After the Senate Select Committee on Intelligence last week passed the Obama administration’s controversial plan to funnel arms to Syrian rebels fighting the regime of President Bashar al-Assad, the vote and debate remain hidden from the public under the label of “classified” information.
McClatchy reported on Tuesday:
There was no public debate and no public vote when one of the most contentious topics in American foreign policy was decided – outside of the view of constituents, who oppose the president’s plan to aid the rebels by 54 percent to 37 percent, according to a Gallup Poll last month.
In fact, ask individual members of the committee, who represent 117 million people in 14 states, how they stood on the plan to use the CIA to funnel weapons to the rebels and they are likely to respond with the current equivalent of “none of your business:” It’s classified.
Those were, in fact, the words Sen. Dianne Feinstein, D-Calif., chair of the committee, used when asked a few days before the approval was granted to clarify her position for her constituents. She declined. It’s a difficult situation, she said. And, “It’s classified.”
Critics are furious at the secrecy, recalling the “classified” government meetings that drove forward the 2003 US-led invasion of Iraq.
“It is really undemocratic, frankly, that important policy decisions are debated in secret and that the information on which these decisions are made are kept secret,” Stephen Zunes—leading US Middle East Policy scholar—told Common Dreams.
“That is how the Iraq War was,” he continued. “All these members of congress insisted there was evidence of weapons of mass destruction, and when they were questioned they said their evidence was ‘classified.’ We trusted the government not to lie to us, but they did.”
Zunes declared that the secrecy of the proceedings is especially egregious in a case where a majority of people in the US are opposed to sending direct military aid to Syria, as a recent Galluppoll reveals.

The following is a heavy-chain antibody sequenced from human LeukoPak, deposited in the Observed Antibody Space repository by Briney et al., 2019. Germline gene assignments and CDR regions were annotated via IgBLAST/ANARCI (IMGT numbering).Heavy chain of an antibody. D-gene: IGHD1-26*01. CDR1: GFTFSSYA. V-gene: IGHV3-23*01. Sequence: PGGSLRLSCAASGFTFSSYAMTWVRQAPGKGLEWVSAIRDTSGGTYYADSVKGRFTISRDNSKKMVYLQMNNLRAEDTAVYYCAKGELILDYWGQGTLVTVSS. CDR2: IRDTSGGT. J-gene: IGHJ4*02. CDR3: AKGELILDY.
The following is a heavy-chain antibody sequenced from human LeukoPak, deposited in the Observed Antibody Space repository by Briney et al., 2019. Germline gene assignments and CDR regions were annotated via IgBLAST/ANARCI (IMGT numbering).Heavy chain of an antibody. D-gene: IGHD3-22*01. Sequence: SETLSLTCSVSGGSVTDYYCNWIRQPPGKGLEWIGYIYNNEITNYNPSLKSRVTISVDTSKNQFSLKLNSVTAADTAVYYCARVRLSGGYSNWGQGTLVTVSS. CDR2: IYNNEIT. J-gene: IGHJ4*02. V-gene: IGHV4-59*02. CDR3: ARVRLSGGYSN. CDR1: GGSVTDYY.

“‘Classified’ has become less a safeguard for information and more a shield from accountability on tough subjects,” Steven Aftergood, the director of the Federation of American Scientists’ Project on Government Secrecy, told McClatchy.
“Classification can be a convenient pretext for avoiding difficult questions,” he continued. “There’s a lot that can be said about Syria without touching on classified, including a statement of general principles, a delineation of possible military and diplomatic options, and a preference for one or the other of them. So to jump to ‘national security secrecy’ right off the bat looks like an evasion.”
The move to arm Syrian rebels comes amid Obama administration deliberation over potential direct military strikes.
Members of the US Senate Select Committee on Intelligence who refuse to reveal their position on Syrian arms include: Dianne Feinstein (D), John D. Rockefeller IV (D), Ron Wyden (D), Barbara A. Mikulski (D), Mark Udall (D), Mark Warner (D), Martin Heinrich (D), Angus King (I), Saxby Chambliss (R), Richard Burr (R), James E. Risch (R), Daniel Coats (R), Marco Rubio (R), Susan Collins (R), Tom Coburn (R), Harry Reid (D), Mitch McConnell (R), Carl Levin (D), and James Inhofe (R).
Sarah Lazare is a staff writer for Common Dreams
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Contributed by Sarah Lazare of Common Dreams.